Dad: Killer Mom Can't Have Son in Prison

Bruce Faust says he is ready to go to jail to keep his 6-year-old son from spending the night in prison with his ex-wife. The woman is serving two life sentences for the murder of Bruce's girlfriend and a man who tried to come to her aid.

Kimberly Faust is serving her time in the Nebraska Correctional Center for Women in York, which for 26 years has allowed inmates to receive overnight visits from their children if they are under 8 years old.

She was convicted last winter in the slayings of Shannon Bluhm, 27, and Robert Parminter, 45, who were killed outside Parminter's home on April 25, 2000. Prosecutors said Kimberly Faust stabbed Bluhm in her car and then set it on fire. Parminter ran from his home and pulled Bluhm from the burning vehicle. Kimberly Faust then shot them both.

At the time, Bluhm was dating Bruce Faust, who had filed for divorce from his wife two months before.

As part of the Fausts' divorce agreement, Bruce was given custody of their two children, 6-year-old Jared and 11-year-old Dalton, but Kimberly was given visitation rights, including whatever visitations were allowable under penalty rules.

Though she has only been in the prison since May, when a jury opted to sentence her to two life terms plus 80 years rather than give her the death penalty, Kimberly Faust had already achieved the good-prisoner status required for her to receive overnight visits from Jared.

That has not convinced Bruce Faust, though, and today he faced a hearing in Otoe County Court in Nebraska City, Neb., on a contempt of court order filed by his ex-wife's attorney for failing to comply with the terms of the divorce settlement.

At the hearing, Otoe County District Judge Randall Rehmeier ruled that the dispute between Bruce and Kimberly Faust can be settled at a civil trial. No trial date was set. Before today's hearing, Bruce Faust said he would not allow their son Jared to have overnight visits primarily because of concern for his safety.

"I don't trust her to keep him overnight by herself. I don't know the conditions, if she's guarded or what," he said. "Going out and murdering two people — when she's done that, it's not worth taking any chances with his safety."

Lawyer: Father Agreed to Visits

Kimberly Faust has said she will not talk to the media, but her lawyer, Tom Wilson, said Bruce Faust is being vindictive to his ex-wife, and hurting his children in the process.

"The children want to visit her," Wilson said. "They've participated in visitations all through this process."

He disputed Bruce Faust's claim that he does not know the terms under which the visits will be carried out, or that he was unaware that the custody decree he agreed to included the possibility of overnight prison visits.

"That's ridiculous," Wilson said. "He already knew that this was going to occur. He sat in court and testified that he understood the terms and that he would comply. These terms were approved by the court."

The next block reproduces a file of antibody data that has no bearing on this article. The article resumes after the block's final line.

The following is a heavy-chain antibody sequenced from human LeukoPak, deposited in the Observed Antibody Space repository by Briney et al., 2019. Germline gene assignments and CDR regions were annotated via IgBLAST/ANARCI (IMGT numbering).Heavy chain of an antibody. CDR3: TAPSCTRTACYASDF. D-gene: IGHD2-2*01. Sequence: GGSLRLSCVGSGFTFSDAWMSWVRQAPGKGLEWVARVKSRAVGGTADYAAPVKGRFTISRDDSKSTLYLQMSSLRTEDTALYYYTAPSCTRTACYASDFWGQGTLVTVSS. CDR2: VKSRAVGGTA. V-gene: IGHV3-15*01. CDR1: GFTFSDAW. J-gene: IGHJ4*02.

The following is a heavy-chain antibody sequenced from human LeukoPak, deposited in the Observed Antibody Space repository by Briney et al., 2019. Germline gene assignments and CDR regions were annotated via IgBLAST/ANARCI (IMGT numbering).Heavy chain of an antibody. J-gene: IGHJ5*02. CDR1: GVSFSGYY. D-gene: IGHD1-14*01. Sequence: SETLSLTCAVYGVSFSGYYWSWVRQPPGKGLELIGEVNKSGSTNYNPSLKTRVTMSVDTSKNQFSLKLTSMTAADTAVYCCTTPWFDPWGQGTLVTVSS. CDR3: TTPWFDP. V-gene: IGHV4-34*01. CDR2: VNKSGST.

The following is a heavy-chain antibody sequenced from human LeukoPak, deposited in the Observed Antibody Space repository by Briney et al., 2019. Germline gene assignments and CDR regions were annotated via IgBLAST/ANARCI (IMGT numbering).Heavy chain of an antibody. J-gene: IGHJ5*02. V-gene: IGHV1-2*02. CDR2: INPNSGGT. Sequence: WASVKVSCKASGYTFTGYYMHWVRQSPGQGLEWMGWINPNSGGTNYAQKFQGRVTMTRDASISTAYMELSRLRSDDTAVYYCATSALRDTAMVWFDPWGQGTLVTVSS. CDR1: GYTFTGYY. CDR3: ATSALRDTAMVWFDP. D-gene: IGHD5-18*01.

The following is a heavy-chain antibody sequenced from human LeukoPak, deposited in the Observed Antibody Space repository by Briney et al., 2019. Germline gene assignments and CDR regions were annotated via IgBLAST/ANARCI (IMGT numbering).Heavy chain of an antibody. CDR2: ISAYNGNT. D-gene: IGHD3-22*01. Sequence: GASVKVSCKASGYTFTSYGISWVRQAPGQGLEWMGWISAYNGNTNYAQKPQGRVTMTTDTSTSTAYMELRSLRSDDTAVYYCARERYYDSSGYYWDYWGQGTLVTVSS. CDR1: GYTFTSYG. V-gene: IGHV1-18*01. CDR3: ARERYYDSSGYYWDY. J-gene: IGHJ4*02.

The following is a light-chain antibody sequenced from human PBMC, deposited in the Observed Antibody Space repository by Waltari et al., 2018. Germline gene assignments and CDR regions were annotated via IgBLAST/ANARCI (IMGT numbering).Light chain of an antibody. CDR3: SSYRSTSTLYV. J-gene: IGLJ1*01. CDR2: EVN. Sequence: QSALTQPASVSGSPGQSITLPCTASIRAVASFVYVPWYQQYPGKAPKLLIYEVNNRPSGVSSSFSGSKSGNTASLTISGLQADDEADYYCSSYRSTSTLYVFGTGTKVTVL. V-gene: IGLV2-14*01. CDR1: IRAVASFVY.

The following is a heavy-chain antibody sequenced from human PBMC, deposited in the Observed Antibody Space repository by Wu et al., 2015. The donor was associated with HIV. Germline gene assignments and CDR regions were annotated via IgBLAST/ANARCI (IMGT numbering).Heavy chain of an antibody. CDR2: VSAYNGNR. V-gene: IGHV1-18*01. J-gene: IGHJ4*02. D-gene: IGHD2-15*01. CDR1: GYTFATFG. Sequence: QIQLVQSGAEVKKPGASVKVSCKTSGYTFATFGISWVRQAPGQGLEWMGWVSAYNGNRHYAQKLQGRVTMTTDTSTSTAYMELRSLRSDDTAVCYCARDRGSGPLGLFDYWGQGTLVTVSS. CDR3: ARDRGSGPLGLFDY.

Bruce Faust said his biggest concern is the effect that visiting his mother will have on the boy. It's not that he thinks Jared will be shocked or disturbed by what he finds in the prison, though, he said.

"I don't want him to think that's Mommy's house and prison's OK and doing crimes are OK," Faust said. "That place is like a country club. It doesn't look anything like a prison, except for the barbed wire."

Jared has already gone once to the prison for an overnight visit, but when Bruce Faust learned the child was going to sleep there, he sent his attorney to the facility to get the child back. Prison officials took the child back from his mother, they said, because they had no right to interfere with the wishes of the boy's legal guardian.

Other prisoners staying on the floor at the time told KETV television station in Omaha that the boy cried and had to be "torn out of his mother's arms."

Inmates, Bunnies and Clowns

The area where inmates are allowed to have overnight visits from their children or to raise children who were born while they were already incarcerated is one floor that is isolated from all the other inmates. The stairs leading up to the floor where children are brought for their visits are decorated with bunnies, clowns and balloons painted on the walls.

There is a day room with a television and toys for the children, but the rooms are "spartan," like college dormitories, according to Nebraska Correctional Center for Women warden Mona Reynolds. She said that during the time inmates spent with their children they had a key to their own room, and could wear their own clothes.

Women with children from 1 to 8 years old are allowed up to five overnight visits a month. Mothers with children less than 1 year old or between the ages of 9 and 16 can have five daytime visits per month on the floor.

The visits are only allowed for inmates who have not had their parental rights terminated by the courts and are not under disciplinary or restricted status for violating prison rules, or in prison for hurting a child, Reynolds said.

She said that out of the population of roughly 260 inmates, 80 percent had children — most of them under 18 years old — and that over the last six months there had been an average of 18 overnight visits and 36 day visits per month.

The program is said to not only help the prisoners by allowing them to maintain maternal ties with their children, but to help put the youngsters' minds at ease.

"What I see as one of the best parts of this program is that the children can come out here and have a really good quality visit with their mother," Mary Alley of the prison's parenting program said. "They are relieved that she's safe."